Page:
The Tipping PointI am reading The Tipping Point by Malcolm Gladwell. I’m a firm believer that it’s the little things that can make a big difference, especially when it comes to change and new directions. I also see that it’s easy to forget the significance of these little things until it’s too late; much like a journey of a thousand miles beginning with a single step, great things can be achieved as the result of little things. As much as any other factor, the importance of people and their actions can be crucial in achieving change, as well as a positive and effective working environment..

The law of the few

In chapter 2, Gladwell talks about The law of the few and three personality types which can affect change or start ‘word of mouth epidemics’, as he calls them.

  • Connectors: A connector is someone who brings people together. They know lots of people but, most importantly, they genuinely like people. They see possibilities in everyone they connect with. I can think of three friends who are connectors. They can assemble a crowd at a moment’s notice but are not necessarily the centre of their social groups. What makes my connector friends even more special is that they don’t realise how significant their ability to bring pepole together is nor how responsible they have been for widening so many social circles around them.
  • Mavens: I think I’m a maven. Think about teachers, bloggers, writers, helpers … mavens like to collect and share information with others not for what they get out of it but in the hope that someone else will gain something from it. They are not persuasive but get a kick out of sharing information in order to educate or help others make the best decision for themselves. Mavens are perpetual teachers and students.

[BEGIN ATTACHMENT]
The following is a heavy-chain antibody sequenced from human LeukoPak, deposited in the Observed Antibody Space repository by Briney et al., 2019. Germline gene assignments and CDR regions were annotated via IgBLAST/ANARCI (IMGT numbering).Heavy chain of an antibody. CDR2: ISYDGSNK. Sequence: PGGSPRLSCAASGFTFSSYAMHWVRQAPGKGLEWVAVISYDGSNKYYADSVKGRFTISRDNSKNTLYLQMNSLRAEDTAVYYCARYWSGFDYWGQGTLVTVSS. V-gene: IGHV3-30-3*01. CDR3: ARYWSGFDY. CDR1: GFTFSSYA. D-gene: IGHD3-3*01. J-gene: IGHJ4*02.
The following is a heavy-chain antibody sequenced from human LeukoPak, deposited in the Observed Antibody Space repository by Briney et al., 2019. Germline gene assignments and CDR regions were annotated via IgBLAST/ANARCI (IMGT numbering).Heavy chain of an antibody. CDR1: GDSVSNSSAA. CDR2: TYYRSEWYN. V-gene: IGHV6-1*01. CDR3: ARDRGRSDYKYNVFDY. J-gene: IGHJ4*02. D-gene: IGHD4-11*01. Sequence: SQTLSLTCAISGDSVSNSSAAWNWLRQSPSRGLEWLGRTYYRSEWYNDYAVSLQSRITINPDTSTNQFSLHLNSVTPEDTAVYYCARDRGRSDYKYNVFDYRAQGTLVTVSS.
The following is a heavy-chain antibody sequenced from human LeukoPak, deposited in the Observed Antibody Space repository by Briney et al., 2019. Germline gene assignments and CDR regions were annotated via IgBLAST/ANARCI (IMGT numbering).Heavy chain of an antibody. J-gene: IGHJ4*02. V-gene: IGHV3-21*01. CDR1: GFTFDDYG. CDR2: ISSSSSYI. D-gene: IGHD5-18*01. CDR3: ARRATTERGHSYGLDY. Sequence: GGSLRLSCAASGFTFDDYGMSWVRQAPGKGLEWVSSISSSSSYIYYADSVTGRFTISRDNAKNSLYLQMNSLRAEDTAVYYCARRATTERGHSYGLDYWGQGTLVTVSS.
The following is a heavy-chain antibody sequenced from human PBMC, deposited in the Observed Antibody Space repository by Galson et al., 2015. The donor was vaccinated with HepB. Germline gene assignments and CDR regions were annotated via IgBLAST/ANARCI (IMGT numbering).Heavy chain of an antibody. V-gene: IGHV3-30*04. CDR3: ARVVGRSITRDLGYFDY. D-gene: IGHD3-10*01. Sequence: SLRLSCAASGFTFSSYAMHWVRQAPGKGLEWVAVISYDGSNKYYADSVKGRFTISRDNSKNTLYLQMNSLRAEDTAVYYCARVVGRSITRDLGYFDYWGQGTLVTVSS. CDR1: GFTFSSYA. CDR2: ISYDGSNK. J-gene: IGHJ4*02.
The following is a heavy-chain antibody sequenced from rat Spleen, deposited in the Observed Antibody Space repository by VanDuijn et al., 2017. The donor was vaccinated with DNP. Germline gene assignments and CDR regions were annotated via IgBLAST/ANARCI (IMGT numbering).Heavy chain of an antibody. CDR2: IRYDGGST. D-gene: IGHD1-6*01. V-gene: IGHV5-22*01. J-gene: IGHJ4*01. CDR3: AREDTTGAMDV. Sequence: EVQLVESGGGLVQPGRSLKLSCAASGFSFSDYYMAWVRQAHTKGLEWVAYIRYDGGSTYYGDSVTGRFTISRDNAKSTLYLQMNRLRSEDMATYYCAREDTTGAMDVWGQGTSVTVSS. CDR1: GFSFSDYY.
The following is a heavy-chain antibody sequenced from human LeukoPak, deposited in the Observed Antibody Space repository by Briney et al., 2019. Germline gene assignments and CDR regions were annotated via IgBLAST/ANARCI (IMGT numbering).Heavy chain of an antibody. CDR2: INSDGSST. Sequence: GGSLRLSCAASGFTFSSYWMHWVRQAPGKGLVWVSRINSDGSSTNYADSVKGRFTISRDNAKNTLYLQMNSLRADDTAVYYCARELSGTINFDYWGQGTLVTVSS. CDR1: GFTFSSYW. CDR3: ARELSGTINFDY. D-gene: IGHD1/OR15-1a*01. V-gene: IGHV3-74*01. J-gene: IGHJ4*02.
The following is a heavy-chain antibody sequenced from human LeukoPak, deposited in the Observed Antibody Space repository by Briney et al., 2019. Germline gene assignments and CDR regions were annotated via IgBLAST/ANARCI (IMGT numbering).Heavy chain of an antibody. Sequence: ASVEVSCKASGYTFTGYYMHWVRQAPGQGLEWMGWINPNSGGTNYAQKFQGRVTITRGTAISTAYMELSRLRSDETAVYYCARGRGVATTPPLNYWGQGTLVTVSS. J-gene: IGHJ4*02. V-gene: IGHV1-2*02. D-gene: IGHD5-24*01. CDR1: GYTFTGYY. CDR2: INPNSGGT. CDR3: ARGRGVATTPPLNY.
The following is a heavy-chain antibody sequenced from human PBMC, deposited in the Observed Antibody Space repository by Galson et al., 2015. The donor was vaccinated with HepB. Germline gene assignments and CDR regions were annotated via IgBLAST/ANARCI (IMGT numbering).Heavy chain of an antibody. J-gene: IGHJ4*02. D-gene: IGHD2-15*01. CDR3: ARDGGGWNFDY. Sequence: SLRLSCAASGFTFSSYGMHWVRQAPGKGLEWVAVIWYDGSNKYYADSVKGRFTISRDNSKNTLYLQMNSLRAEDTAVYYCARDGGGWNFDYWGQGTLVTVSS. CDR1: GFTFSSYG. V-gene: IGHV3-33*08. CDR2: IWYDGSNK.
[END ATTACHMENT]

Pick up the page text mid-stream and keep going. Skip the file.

• Salesmen: We all have our own ideas about salesmen. They are persuaders, or people who set out to convince others to make a decision or buy something. I’m definitely not one of these. The best salespeople are optimistic rather than pushy and work to combine the skills of connectors and mavens in order to achieve success – quite an art.

The workplace environment

Turning the lens to the workplace environment now, where do these personality types come into play? I’d say that a good educator needs to be all three. However, how likely is it that an individual will excel in each of these areas? Probably, not very. This is where a positive team environment comes into play. The best functioning teams recognise and harness the skills of their members and their combined strengths complement each other. A good team leader is one who enables this to happen and empowers team members to realise their full potential, both individually and as a group. That, in itself, is an art, particularly where change management is concerned.

Thinking about my work experience, I have worked with some very adept connectors whose ability to open doors and connect the right people to the right job at the right time is invaluable. I have learned much from enthusiastic mavens who have willing shared their knowledge about various topics and equipped me with the skills and information I’ve needed to make my own decisions about how to proceed next. And let’s also say that I have worked with a fair few salesmen in the past; the results have varied from being promised the earth to being promised nothing at all, but all sold with a million dollar smile. 😀

Training vs professional learning

“What’s in a name? That which we call a rose by any other name would smell as sweet.”

Red rose animationOr so the saying goes. However, I am a strong believer in the power of words and see that names, titles and labels can be incredibly important. A single word or phrase can bring up connotations that are either completely appropriate, 100% inaccurate, or somewhere in between. Sometimes words are synonymous with another; other times, words are used interchangeably when one is actually a subset of another or in reality bears little correlation whatsoever. It’s like calling a rose a dandelion just because they are both flowers. That’s close enough, right?

Professional learning